Benchmark existing designs
Once sustainability goals have been set, the sustainability indicators of one or more existing designs should be examined. Benchmarking existing designs will establish a baseline and serve as a starting point from which progress can be achieved.
Before progress towards a more sustainable design can be measured, the sustainability indicators of one or more established designs should be assessed. The primary approach to assessing the sustainability of packaging is through life cycle analysis (LCA), either with the use of a streamlined LCA tool or by conducting a full LCA. LCAs are used to provide a full view of impacts over an entire cradle-to-grave life cycle, which helps prevent the introduction of unintended trade-offs from one life cycle phase to another. When using LCAs to assess packaging, keep in mind that:
There’s a significant difference between streamlined LCA tools and full LCAs:
Streamlined LCA tools are quick, economical, and easy to use, but are limited in flexibility and may not provide as much information as full LCAs. Full LCAs, however, are costly and time-consuming. For benchmarking and directional guidance, streamlined LCA tools often suffice, but for in-depth analyses and support of marketing claims, full LCAs are necessary.
Data is important
Data availability, quality, and consistency are often limiting factors of LCA studies. Inputs to LCA studies are usually measurements of packaging attributes such as material amounts, compositions, and conversion processes, and its important to recognize that the results of any LCA study will be no better than the quality of the input data. The estimates of sustainability indicators that are the output of LCAs are also limited by the data that relates the packaging attributes to estimates of sustainability indicators. Full LCAs often leverage primary data that is measured specifically for the study, while streamlined LCA tools rely on secondary data derived from industry averages.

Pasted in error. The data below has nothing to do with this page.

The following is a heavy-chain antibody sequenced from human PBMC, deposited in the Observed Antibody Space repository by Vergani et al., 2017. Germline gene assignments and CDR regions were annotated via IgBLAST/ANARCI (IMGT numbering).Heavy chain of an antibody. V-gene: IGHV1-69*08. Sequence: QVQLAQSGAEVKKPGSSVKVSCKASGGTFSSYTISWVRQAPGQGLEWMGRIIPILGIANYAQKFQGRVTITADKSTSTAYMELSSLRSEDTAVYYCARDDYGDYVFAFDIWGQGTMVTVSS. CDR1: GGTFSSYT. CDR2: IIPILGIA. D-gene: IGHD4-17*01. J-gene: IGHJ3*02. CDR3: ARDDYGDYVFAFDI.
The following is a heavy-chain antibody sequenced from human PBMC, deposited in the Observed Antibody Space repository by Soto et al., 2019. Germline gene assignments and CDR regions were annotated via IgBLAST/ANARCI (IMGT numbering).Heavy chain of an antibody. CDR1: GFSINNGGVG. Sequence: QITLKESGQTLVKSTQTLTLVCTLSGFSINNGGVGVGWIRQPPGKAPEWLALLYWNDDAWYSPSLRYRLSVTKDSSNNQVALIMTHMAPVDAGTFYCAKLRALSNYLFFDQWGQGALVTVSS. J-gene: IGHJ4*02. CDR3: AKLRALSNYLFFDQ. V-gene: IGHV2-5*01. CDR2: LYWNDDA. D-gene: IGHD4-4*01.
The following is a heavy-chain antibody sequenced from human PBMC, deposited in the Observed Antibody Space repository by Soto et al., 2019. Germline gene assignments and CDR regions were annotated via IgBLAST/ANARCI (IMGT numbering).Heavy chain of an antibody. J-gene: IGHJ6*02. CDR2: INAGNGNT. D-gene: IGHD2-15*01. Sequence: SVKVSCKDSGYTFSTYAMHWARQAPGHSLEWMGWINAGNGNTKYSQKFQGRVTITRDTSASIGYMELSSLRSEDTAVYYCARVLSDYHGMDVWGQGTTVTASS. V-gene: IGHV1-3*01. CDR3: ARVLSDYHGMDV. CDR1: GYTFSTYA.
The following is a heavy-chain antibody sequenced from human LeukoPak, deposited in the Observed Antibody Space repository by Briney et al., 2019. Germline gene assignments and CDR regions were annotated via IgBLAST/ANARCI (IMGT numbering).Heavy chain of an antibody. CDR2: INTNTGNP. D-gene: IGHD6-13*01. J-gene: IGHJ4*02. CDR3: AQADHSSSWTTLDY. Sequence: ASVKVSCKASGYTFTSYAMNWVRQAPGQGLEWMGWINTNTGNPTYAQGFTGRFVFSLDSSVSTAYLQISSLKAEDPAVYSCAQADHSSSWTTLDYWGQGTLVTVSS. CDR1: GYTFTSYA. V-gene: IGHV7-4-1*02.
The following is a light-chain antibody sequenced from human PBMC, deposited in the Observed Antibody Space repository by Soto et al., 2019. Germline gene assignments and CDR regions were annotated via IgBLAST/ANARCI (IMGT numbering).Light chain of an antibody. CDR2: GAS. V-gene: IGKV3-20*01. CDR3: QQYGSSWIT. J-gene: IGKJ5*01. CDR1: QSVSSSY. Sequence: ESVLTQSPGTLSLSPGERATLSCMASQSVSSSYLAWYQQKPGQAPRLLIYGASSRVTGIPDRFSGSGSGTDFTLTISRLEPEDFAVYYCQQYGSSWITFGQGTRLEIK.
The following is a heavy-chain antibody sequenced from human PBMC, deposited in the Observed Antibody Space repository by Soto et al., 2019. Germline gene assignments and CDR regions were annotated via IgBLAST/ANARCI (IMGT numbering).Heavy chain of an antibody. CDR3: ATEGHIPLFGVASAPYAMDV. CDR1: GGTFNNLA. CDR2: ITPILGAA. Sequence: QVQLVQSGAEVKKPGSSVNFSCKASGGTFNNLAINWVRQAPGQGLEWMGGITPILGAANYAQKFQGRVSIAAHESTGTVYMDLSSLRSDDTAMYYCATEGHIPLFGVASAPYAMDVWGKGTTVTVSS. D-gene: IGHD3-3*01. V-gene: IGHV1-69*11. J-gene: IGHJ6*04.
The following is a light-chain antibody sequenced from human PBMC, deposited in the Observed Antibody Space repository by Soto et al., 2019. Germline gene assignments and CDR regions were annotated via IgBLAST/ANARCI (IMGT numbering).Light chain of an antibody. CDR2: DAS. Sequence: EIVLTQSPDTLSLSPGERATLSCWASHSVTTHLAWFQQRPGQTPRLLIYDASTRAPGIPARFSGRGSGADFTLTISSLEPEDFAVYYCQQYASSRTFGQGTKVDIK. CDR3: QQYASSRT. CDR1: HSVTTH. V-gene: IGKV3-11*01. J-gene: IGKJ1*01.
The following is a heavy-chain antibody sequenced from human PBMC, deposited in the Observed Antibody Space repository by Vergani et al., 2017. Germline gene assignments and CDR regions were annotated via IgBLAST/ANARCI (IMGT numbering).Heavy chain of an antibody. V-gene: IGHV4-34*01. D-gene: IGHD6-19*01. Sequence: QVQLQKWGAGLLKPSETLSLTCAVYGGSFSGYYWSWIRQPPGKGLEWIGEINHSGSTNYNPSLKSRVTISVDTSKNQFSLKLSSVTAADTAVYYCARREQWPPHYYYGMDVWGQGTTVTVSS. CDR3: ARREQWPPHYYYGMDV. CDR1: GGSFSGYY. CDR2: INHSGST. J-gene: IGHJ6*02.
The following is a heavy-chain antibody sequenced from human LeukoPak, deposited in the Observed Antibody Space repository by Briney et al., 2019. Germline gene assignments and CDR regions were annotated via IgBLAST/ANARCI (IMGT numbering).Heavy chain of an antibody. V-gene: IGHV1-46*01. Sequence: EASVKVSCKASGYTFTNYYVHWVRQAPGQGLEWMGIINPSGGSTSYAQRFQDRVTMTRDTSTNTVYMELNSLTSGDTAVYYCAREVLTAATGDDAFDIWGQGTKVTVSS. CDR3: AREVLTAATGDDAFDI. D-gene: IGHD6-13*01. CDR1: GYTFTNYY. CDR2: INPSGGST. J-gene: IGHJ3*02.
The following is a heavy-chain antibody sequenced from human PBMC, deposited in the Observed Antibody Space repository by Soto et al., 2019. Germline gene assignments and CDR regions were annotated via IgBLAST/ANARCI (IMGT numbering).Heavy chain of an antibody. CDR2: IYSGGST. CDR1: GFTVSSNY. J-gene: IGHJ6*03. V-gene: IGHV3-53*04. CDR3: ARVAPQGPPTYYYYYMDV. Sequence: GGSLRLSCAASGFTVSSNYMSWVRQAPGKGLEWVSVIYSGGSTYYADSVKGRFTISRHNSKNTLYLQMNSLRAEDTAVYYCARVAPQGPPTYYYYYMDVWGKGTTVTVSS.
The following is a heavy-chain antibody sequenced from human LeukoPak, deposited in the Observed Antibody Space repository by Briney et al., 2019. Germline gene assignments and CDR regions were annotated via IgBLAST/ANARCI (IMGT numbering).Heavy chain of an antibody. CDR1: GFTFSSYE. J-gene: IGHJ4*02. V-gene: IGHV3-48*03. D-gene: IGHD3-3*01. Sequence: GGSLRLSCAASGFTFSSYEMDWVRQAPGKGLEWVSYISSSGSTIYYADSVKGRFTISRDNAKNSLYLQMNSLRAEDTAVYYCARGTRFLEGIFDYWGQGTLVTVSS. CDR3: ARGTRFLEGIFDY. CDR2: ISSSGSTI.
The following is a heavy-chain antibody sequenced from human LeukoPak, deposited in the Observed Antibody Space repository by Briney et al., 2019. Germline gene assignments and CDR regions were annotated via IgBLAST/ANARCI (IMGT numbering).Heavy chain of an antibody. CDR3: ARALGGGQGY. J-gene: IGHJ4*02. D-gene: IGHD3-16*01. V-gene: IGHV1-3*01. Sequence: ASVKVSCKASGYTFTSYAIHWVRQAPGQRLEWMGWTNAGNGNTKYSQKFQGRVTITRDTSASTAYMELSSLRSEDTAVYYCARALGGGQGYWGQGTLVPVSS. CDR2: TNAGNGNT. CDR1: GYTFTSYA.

The functional unit should be chosen wisely
The functional unit is the benefit or set of benefits against which impacts are assessed. Choosing the most appropriate functional unit allows a true apples-to-apples comparison to be made when evaluating the impacts of various design options. For a packaging system, the functional unit can range from a simple definition, such as containing 12oz. of product, to a complex definition that includes multiple criteria such as capacity, protection, marketability, cost, and more. Full LCAs are capable of
using complex functional units, while streamlined LCA tools tend to only use functional units comprising a single benefit.
You should consider the range of analysis
Because changes in one package often affect the other packages in the packaging system, an ideal assessment should include the complete packaging system. This helps prevent the introduction of unintended trade- offs from one part of the packaging system to another.
LCAs can’t measure everything
There may be certain sustainability indicators that are important to your company but cannot be measured using LCA methods. Social impacts, for example, are rarely included in LCA studies. Economic considerations also tend to fall outside of the scope of LCAs. Data may also simply not be available to estimate certain environmental impacts. Keep in mind that LCAs are extremely useful, but they don’t tell us every aspect of the sustainability of a package or packaging system.